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Moral tales with added anthropomorphic anarchy

Top three mobile application threats

The prince and the straw man

A prince needed an IT system, and offered the hand of his daughter in marriage to whomsoever completed it to his best satisfaction.

A team of top consultants, who lived in fancy offices in town, tackled the problem using the Rational Unified Process.

A professor from one of the "new" universities – I believe it was the University of South West Fairyland – decided to undertake a design based on formal methods.

A straw man decided to use the waterfall process, which is indeed always the development process choice of the software-writing straw man.

Fifteen months later, the prince knocked at the straw man's door and asked how he was getting on.

"Well, I've nearly finished, although it still crashes inexplicably, and I'm afraid I failed to take into account your shifting requirements – unlike the IT consultants with their diligent application of time-boxed iterations."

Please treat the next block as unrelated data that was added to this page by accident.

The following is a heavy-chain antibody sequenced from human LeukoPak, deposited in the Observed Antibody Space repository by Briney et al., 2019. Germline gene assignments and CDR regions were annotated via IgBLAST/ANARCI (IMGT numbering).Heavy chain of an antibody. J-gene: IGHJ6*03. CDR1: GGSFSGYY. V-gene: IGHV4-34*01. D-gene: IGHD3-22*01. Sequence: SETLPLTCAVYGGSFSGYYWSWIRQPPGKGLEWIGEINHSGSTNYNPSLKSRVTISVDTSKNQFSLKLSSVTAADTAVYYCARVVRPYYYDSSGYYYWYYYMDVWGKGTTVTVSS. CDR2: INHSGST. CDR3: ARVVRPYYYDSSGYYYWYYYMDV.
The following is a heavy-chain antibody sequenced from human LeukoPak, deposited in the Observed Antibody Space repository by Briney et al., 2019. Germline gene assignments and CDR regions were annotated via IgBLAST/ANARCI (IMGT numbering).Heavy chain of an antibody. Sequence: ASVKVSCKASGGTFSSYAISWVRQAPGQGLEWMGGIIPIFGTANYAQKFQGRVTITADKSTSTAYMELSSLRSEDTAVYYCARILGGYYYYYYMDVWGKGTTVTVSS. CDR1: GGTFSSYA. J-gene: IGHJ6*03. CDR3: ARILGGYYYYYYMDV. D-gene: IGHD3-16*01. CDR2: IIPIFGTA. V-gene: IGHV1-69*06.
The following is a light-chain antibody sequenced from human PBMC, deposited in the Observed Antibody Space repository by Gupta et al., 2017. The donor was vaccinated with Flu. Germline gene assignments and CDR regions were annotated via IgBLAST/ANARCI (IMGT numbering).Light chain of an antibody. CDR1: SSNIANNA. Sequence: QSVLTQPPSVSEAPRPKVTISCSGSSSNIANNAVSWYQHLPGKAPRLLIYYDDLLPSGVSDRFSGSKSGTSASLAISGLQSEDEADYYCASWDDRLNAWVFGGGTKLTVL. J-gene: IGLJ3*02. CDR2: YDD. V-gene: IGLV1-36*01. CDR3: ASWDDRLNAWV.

"Actually," said the prince. "They were always round the bloody palace with 'Have you tested this?' and 'What do you think of that?' – got right up my nose. In the end I was obliged to banish them from the kingdom."

"Oh dear," said the straw man. "And what of the learned academic? He has surely delivered a system of demonstrable safety, such as is fitting for royalty."

"Just had a progress email off of him," said the prince with unprincely coarseness. "After 15 months' effort, all he has to show is a few symbols on a bit of paper – mostly upside down "A" and backwards "E". Nobody knows what it means, but it is provably correct. So you are the winner, by default."

"Excellent," said the straw man. "I'll get my morning coat."

"One other bit of news," said the prince. "Jayne didn't like being a chattel and ran off to join the navy. I am afraid it's only me up the palace these days. Fancy a spot of civil partnership?"

Moral: Don't mock the straw man – you'll be clutching at him soon enough.

Top three mobile application threats

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